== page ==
Identifying potential sources of liquidity risk: Global banks generally take a comprehensive approach to identifying potential sources of liquidity risk, including market risks, credit risks, and operational risks. This allows them to develop a CFP that addresses all potential sources of risk.

Developing a robust funding plan: Global banks typically have a well-defined funding plan in place that outlines the actions that the institution will take to raise additional funds in the event of a liquidity crisis, such as issuing new debt or tapping into credit lines. They also consider the use of alternative sources of funding, such as asset sales or borrowing from the central bank.

Establishing a cash conservation plan: Global banks generally have a cash conservation plan in place that outlines the steps that the institution will take to reduce spending and conserve cash if funding becomes scarce. This can include reducing or postponing capital expenditures, cutting back on discretionary spending, and reducing or eliminating dividends.

Regularly reviewing and updating the CFP: Global banks generally conduct regular stress testing and scenario analysis to evaluate the effectiveness of their CFPs and update them accordingly. They also review and update their CFPs regularly to ensure that they remain effective and relevant in light of changing market conditions and the institution's evolving business activities.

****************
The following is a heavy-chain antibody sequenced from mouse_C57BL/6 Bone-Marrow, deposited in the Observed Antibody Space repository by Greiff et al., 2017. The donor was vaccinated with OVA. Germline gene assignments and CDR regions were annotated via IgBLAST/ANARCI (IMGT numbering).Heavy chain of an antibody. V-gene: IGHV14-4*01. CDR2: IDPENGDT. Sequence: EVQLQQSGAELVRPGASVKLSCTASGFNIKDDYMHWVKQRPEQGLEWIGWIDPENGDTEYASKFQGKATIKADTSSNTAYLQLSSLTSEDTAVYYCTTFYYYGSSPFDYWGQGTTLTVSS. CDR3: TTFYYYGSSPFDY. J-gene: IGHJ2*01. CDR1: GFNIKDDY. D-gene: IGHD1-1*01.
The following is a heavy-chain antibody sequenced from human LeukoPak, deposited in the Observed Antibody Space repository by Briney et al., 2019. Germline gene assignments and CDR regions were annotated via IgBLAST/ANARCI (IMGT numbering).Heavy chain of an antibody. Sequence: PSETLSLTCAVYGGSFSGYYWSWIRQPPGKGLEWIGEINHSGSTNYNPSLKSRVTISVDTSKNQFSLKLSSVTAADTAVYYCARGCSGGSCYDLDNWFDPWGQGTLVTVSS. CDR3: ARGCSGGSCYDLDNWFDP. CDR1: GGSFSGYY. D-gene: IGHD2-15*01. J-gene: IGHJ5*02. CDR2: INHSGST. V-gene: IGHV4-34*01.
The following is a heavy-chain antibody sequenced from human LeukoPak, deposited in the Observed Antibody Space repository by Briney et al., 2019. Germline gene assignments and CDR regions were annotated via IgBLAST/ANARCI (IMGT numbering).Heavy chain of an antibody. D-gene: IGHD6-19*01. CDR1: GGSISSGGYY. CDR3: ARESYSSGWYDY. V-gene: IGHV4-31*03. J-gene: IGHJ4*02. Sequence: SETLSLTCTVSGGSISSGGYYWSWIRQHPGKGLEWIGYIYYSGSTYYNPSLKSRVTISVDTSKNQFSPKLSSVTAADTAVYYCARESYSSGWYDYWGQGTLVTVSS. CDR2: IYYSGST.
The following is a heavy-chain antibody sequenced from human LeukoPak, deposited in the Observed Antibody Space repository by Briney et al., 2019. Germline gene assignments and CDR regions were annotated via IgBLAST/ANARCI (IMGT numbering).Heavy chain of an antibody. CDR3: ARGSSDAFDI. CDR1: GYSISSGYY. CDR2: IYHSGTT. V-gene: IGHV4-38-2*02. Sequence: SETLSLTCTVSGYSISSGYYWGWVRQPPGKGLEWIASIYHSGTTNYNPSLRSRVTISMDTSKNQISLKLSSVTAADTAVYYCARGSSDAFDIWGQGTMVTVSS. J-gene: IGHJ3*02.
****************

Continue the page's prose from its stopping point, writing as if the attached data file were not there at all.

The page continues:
Measuring, monitoring, and reporting liquidity risk: Global banks typically have a framework in place for measuring and monitoring liquidity risk, as well as stress testing and scenario analysis. They also report this information to senior management and the board of directors on a regular basis.

Integration with overall risk management framework: Global banks usually integrate their CFP with other types of testing such as capital adequacy testing and integrated into the overall risk management framework of the institution.

It's worth noting that best practices are constantly evolving, and banks are continuously updating their policies and procedures to align with the latest regulatory requirements and industry standards.

Contingency Funding Plan: Importance for Banks and Best Practices (3)

Developing and maintaining a contingency plan can be costly, and organizations may not have the resources to invest in one. It can be challenging to anticipate all potential disruptions and to plan for them accordingly. A well-designed contingency plan should be comprehensive and cover all aspects of the organization's operations. However, this can make the plan difficult to understand and implement.

Once a plan is in place, it must be regularly reviewed and updated to ensure that it remains relevant and effective. The plan's execution requires the participation of all the stakeholders, and if any of them does not participate, it will not be executed successfully. Additionally, testing a contingency plan can be difficult and expensive, and organizations may not have the resources to do so.

Contingency Funding Plan: Importance for Banks and Best Practices (2024)

FAQs

What is the purpose of contingency funding plan? ›